The Foundation’s Community Safety Initiative made a grant to Community Resources for Justice to support a public opinion study that will assess the thinking of Greater Boston and Massachusetts residents about criminal justice policy as it relates to sentencing, corrections and prisoner reintegration.  By documenting public opinion, the proposed poll will provide information to legislators and policymakers that they can “get smart on crime” by implementing proven and cost-effective reforms in the Commonwealth with the support of residents and voters.  It will also provide critical information about the perceptions of safety and crime in communities that are a high priority of the Foundation’s grantmaking strategy.

A grant has also been made to the Governor’s Commission on Corrections Reform to convene researchers and national experts in the corrections and criminal justice fields.    The Commission’s goal, under the leadership of Scott Harshbarger, former Massachusetts Attorney General, will be to gather existing data and conduct new research around best practices in corrections nationally.  The findings will support the work of the 15-member Commission as it prepares to make recommendations for improving practices within the corrections systems.  Although the Foundation does not usually provide support for commissions formed by government entities, in this case, given the Foundation’s leadership through the Community Safety Initiative, this represents a unique opportunity to influence changes in a system that disproportionately impacts the low-income communities that are a high-priority of the Boston Foundation.

A grant to fund a campaign to promote the recommendations of the Commonwealth Housing Task Force was approved.  The Task Force released a report in November that recommended a comprehensive approach to address the severe Massachusetts housing problem.  If implemented, these recommendations could fundamentally change the dynamics of housing production in the Commonwealth.  The report has generated a great deal of interest in the legislature, among businesses, academics, and other stakeholders.  Legislation to implement the Task Force’s recommendations will be introduced shortly, and advocacy for the public policies addressing the affordable housing issue is a priority for the Foundation.

Federated Dorchester Neighborhood Houses (FDNH) will receive funding to address long-standing organizational development needs at a critical, yet hopeful, juncture in the organization’s history.   This vital organization, which provides social, recreational, health, education, and family support services to more than 20,000 low and moderate-income Boston residents each year, has accumulated significant financial problems over the past two years.  FDNH responded by significantly curtailing expenses and by contracting with a consultant for an organizational assessment and recommended solutions.  The Boston Foundation, which has a distinguished track record in providing capacity building support to critical neighborhood organizations encountering difficulties, approved a grant to FDNH to reposition the organization for the future needs of its community.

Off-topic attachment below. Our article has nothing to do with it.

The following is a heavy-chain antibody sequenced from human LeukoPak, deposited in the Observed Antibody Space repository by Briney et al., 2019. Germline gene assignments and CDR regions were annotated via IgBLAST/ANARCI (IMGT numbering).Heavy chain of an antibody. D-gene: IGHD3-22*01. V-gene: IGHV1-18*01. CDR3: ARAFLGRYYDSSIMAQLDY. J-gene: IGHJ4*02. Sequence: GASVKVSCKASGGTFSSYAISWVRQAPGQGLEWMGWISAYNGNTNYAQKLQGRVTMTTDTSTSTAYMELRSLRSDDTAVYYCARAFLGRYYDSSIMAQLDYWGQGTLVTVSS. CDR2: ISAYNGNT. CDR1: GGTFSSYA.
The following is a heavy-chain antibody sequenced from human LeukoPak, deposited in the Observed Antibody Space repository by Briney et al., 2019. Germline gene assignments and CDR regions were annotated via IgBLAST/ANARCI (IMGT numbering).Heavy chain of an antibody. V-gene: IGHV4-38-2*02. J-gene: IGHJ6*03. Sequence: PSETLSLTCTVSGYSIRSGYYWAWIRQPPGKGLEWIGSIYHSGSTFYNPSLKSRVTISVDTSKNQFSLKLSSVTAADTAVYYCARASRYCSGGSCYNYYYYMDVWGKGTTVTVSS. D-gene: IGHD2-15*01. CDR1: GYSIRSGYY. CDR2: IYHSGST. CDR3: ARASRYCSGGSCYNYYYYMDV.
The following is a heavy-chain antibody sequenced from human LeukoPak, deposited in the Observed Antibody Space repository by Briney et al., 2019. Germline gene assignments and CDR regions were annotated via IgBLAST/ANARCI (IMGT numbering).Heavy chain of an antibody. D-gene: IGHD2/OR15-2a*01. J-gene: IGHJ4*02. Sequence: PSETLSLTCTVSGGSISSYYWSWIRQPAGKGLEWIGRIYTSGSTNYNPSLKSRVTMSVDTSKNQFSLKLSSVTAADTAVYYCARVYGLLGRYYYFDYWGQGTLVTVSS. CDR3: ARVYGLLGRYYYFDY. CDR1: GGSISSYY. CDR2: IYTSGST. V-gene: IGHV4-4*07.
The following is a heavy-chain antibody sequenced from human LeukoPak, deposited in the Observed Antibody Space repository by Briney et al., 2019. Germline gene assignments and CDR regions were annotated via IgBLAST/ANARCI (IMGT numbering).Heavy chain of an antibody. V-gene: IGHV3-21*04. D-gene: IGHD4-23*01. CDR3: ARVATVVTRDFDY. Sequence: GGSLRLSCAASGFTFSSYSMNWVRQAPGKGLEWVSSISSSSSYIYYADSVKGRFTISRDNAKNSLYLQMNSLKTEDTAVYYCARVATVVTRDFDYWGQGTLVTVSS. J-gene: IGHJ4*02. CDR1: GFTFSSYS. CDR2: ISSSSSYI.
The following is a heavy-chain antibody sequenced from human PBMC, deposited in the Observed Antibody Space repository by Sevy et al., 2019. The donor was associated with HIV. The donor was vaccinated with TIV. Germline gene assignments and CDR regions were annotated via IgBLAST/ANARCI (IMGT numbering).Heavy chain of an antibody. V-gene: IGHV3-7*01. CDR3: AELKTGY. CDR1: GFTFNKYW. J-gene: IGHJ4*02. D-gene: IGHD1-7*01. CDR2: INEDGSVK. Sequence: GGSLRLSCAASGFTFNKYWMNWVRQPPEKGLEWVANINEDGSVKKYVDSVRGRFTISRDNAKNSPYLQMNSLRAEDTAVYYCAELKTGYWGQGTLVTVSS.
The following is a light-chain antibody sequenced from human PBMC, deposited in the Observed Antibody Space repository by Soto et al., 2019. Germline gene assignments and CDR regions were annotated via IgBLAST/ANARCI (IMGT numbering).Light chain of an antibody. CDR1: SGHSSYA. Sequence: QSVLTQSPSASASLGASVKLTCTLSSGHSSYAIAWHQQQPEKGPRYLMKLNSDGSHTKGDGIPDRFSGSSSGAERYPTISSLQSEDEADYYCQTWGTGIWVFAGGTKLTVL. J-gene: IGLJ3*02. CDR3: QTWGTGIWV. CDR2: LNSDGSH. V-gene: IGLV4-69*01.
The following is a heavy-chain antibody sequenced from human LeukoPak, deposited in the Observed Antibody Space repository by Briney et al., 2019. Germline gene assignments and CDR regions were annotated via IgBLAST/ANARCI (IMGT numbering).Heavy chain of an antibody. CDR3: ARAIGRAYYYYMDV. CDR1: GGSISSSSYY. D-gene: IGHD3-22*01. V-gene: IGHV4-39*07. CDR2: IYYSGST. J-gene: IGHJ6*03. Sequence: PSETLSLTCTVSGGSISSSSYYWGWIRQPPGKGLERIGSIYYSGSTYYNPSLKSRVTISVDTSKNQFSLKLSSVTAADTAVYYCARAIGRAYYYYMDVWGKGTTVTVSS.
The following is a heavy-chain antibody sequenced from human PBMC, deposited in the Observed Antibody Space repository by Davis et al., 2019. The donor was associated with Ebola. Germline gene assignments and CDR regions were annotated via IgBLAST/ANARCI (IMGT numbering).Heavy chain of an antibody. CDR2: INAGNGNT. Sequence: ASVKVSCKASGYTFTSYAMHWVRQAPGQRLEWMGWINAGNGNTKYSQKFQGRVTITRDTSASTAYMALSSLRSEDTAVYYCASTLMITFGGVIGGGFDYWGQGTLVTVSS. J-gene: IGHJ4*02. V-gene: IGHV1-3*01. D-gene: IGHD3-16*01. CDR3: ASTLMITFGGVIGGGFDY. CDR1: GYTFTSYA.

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The Boston Foundation, one of the nation’s oldest and largest community foundations, has an endowment of more than $630 million, made grants of  $48 million to nonprofit organizations, and received gifts of $38 million last year. The Boston Foundation is made up of 750 separate charitable funds, which have been established by donors either for the general benefit of the community or for special purposes. The Boston Foundation also serves as a civic leader, convener, and sponsor of special initiatives designed to build community. For more information about the Boston Foundation and its grant making, visit , or call 617-338-1700.

Discretionary grants are made from the Boston Foundation’s Community Fund, a collection of unrestricted gifts made to the Foundation to be distributed to nonprofit groups working to meet the needs of Greater Boston’s residents across a broad range of issues.  Donor Advised grants are made from Funds established by donors who want to play an active role in selecting the organizations and programs they support. Designated grants are made from Funds established by donors to support one or more of their favorite nonprofit organizations in perpetuity.

The following is a complete listing of the Boston Foundation’s $814,328 in discretionary grants made this quarter:

ARTS AND CULTURE – two grants totaling $35,000

Arts and Business Council of Greater Boston - $10,000

Boston History Collaborative - $25,000

CIVIC ENGAGEMENT – four grants totaling $64,228

Allston-Brighton Healthy Boston Coalition - $10,000

Boston Foundation/Boston Charter Day Celebration - $4,228

Greater Boston Chamber of Commerce/Talent Retention Report - $25,000

Voice and Future Fund - $25,000

EDUCATION – one grant totaling $10,000

Fund for Teachers - $10,000

HEALTH AND HUMAN SERVICES – two grants totaling $60,000

Boston Foundation/Homelessness Prevention Initiative - $50,000

MassINC - $10,000

HOUSING AND COMMUNITY DEVELOPMENT – six grants totaling $85,100

Boston Foundation/Commonwealth Housing Task Force Report - $12,000

CenterPoint Foundation - $25,000

Citizens’ Housing & Planning Association - $10,000

Northeastern University/CURP/Housing Strategy Report - $13,100

Northeastern University/CURP/Commonwealth Housing Task Force Campaign - $25,000

NONPROFIT SECTOR – 2 grants totaling$125,000

Boston Digital Bridge Foundation - $25,000

Federated Dorchester Neighborhood Houses - $100,000

OUT OF SCHOOL TIME – one grant totaling $75,000

Associated Grant Makers/Summer Fund - $75,000

WORKFORCE DEVELOPMENT – one grant totaling $100,000

English for New Bostonians - $100,000


COMMUNITY SAFETY INITIATIVE – two grants totaling $40,000

Crime and Justice Institute/Community Resources for Justice - $15,000

Governor’s Commission on Corrections Reform - $25,000

NEW ECONOMY INITIATIVE – 7 grants totaling $220,000

Boston Main Streets - $30,000

Historic Boston - $30,000

John D. O’Bryant School of Mathematics and Science - $30,000

Massachusetts Immigrant and Refugee Advocacy Coalition - $30,000

New England Foundation for the Arts - $40,000

University of Mass/Boston/BATEC - $30,000

Year Up - $30,000